3 years

Thriller

Agent Vinod

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Rating
2
/5
A thriller so pacy that the tale soon turns into a blur of events
CAST Saif Ali Khan, Kareena Kapoor, Gulshan Grover, Prem Chopra | DIRECTOR Sriram Raghavan

Fundamentally, as an espionage film in a world of sleeper terrorist cells embedded in a financially braided capitalist universe, Agent Vinod is a credible film. It is well conceptualised, beautifully shot, and its action sequences are some of the best in recent Hindi cinema.

The problem—paradoxical for a thriller—is that it is too fast paced. It moves way ahead of its own plot. As a result, you have no time to absorb the story, characters or exotic cultures in the many foreign locations it selects. It’s like a hyperactive individual telling you a fascinating anecdote while rushing in and out of a room juggling chores. The tale soon becomes a blur of events: you lose the plot, your mind drifts and you finally start laughing at the guy telling the story.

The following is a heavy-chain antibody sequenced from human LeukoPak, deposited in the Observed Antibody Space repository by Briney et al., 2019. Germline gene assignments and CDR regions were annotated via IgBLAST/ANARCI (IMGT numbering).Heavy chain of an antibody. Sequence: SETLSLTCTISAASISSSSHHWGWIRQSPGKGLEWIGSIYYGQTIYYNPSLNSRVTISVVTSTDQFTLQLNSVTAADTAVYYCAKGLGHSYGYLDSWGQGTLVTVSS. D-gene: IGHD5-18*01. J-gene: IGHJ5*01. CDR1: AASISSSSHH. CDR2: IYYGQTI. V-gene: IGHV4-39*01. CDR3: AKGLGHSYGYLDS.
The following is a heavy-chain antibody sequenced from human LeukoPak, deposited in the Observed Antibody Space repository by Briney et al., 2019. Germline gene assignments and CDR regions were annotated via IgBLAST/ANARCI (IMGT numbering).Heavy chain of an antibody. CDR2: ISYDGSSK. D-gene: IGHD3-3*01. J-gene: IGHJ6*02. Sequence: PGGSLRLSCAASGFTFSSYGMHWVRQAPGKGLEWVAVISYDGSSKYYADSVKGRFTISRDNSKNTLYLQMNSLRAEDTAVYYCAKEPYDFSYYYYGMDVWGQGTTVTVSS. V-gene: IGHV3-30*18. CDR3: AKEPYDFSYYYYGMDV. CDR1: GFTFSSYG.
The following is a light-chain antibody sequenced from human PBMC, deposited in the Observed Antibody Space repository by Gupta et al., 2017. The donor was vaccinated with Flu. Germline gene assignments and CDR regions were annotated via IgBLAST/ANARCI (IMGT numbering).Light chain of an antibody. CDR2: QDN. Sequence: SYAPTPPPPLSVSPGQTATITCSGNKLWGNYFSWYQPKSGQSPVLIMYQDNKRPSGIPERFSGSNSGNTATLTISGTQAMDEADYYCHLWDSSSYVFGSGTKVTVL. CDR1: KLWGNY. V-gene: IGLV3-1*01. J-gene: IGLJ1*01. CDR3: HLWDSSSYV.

After circling the globe, traversing several likely suspect nations harbouring nuclear ‘dirty bomb’ makers or their financiers, Agent Vinod (Saif Ali Khan) of the Research & Analysis Wing of the Indian Government returns to South Asia. This part of the film works well, not because we are familiar with the cultures, but because director Sriram Raghavan suddenly slows down the pace. That allows time for interaction between characters and makes it possible for flashes of genuine humour to be inserted.

When a rickshaw commandeered by a terrorist stops at a traffic light in New Delhi, two extra large women with their shopping bags shove themselves in, tap him on the shoulder and give him directions. That is the kind of scene you needed at the beginning of the film, not at the end of an exhausting world tour. Which is a pity, because Agent Vinod is ideologically non-toxic. It does not attribute nationality or community to terrorism. It offers human greed as its cause. Also, it is nice to see contextualised vignettes that reference bits and pieces of film history. If only the movie had contextualised itself a little better.